And Homosexuality? Oh yes, he was against that as well. Because of his views on this contentious issue, he later drew the hatred and opposition of the organisation Outrage. By now he was firmly in their sights.

Remarks made by the cardinal and quoted in the media at the time during a conference in Malta only fuelled their antagonism towards him. This would be brought to a head when Tom Winning arrived to give the Cobb Lecture.

(Winning and I before the meeting)

That evening the lecture hall was packed, with the usual supporters who came each year, and also the curious who had turned up just to watch and hope that something might happen, and of course, the media were there in force, with over a dozen press photographers lined up against the wall, rather like a football match all hoping for that special picture for the morning papers, obviously, they had been tipped off to expect something rather special to happen that evening. And it soon did!

Placed members of Outrage sat in the audience as well as their waiting leader. Then at a signal, they suddenly jumped up during the lecture and attempted to force the meeting to be adjourned. This would not happen as long as I was chairing the meeting that night.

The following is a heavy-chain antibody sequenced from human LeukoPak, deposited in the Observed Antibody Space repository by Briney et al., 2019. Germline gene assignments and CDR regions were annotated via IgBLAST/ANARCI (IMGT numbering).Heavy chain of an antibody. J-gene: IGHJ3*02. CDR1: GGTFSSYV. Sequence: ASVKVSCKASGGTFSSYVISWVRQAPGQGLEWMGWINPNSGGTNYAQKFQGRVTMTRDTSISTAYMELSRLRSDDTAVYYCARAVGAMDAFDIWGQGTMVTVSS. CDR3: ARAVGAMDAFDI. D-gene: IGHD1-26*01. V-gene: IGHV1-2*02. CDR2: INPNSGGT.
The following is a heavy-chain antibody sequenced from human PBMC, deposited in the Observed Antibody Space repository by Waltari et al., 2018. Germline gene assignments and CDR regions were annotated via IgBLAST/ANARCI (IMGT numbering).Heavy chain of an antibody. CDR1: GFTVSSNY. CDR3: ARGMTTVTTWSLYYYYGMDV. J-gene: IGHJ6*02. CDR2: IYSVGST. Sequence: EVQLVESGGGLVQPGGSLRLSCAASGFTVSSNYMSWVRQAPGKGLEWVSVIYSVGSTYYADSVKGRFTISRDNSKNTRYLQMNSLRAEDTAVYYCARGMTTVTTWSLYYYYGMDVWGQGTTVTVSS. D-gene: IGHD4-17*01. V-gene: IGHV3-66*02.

Then all pandemonium broke loose on the stage. I should say that at the back of the hall were standing over half a dozen police officers, who when all this was going on, did absolutely nothing! Remember a man of his age, which I suspect suffered high blood pressure, had to tolerate all the abuse and threats, and with not an officer in sight.

One does wonder what would have happened if Nelson Mandela or Bob Geldof experienced such abuse?